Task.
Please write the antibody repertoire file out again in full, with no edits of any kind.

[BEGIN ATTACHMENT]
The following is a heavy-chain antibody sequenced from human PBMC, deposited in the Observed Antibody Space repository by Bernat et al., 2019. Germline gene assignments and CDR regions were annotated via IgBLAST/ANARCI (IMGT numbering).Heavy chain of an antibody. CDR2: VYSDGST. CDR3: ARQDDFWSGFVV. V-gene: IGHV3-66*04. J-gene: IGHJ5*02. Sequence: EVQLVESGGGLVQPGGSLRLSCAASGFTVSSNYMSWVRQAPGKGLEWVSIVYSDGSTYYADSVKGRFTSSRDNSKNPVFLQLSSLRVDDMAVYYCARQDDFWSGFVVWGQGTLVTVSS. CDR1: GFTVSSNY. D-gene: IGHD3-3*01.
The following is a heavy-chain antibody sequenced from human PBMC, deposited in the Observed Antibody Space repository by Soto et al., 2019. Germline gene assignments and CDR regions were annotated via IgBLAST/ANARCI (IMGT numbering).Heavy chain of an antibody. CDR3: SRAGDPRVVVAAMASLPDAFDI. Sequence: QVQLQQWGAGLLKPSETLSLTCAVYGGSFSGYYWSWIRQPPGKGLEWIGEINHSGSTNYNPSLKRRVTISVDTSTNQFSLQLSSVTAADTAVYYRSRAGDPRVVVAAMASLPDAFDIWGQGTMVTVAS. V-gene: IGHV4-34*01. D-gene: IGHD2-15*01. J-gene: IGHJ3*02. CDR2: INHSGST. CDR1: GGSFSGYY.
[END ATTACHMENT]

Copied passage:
The following is a heavy-chain antibody sequenced from human PBMC, deposited in the Observed Antibody Space repository by Bernat et al., 2019. Germline gene assignments and CDR regions were annotated via IgBLAST/ANARCI (IMGT numbering).Heavy chain of an antibody. CDR2: VYSDGST. CDR3: ARQDDFWSGFVV. V-gene: IGHV3-66*04. J-gene: IGHJ5*02. Sequence: EVQLVESGGGLVQPGGSLRLSCAASGFTVSSNYMSWVRQAPGKGLEWVSIVYSDGSTYYADSVKGRFTSSRDNSKNPVFLQLSSLRVDDMAVYYCARQDDFWSGFVVWGQGTLVTVSS. CDR1: GFTVSSNY. D-gene: IGHD3-3*01.
The following is a heavy-chain antibody sequenced from human PBMC, deposited in the Observed Antibody Space repository by Soto et al., 2019. Germline gene assignments and CDR regions were annotated via IgBLAST/ANARCI (IMGT numbering).Heavy chain of an antibody. CDR3: SRAGDPRVVVAAMASLPDAFDI. Sequence: QVQLQQWGAGLLKPSETLSLTCAVYGGSFSGYYWSWIRQPPGKGLEWIGEINHSGSTNYNPSLKRRVTISVDTSTNQFSLQLSSVTAADTAVYYRSRAGDPRVVVAAMASLPDAFDIWGQGTMVTVAS. V-gene: IGHV4-34*01. D-gene: IGHD2-15*01. J-gene: IGHJ3*02. CDR2: INHSGST. CDR1: GGSFSGYY.